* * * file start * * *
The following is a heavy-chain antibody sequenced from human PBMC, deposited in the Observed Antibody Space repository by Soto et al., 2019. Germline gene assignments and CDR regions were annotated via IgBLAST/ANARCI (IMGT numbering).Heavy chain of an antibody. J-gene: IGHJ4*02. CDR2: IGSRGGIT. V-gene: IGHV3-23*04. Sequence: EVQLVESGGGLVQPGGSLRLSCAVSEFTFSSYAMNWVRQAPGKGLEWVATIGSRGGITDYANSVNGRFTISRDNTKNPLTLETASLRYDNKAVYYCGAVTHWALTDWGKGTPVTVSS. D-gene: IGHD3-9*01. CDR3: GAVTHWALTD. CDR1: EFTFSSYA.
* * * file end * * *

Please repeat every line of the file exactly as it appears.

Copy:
The following is a heavy-chain antibody sequenced from human PBMC, deposited in the Observed Antibody Space repository by Soto et al., 2019. Germline gene assignments and CDR regions were annotated via IgBLAST/ANARCI (IMGT numbering).Heavy chain of an antibody. J-gene: IGHJ4*02. CDR2: IGSRGGIT. V-gene: IGHV3-23*04. Sequence: EVQLVESGGGLVQPGGSLRLSCAVSEFTFSSYAMNWVRQAPGKGLEWVATIGSRGGITDYANSVNGRFTISRDNTKNPLTLETASLRYDNKAVYYCGAVTHWALTDWGKGTPVTVSS. D-gene: IGHD3-9*01. CDR3: GAVTHWALTD. CDR1: EFTFSSYA.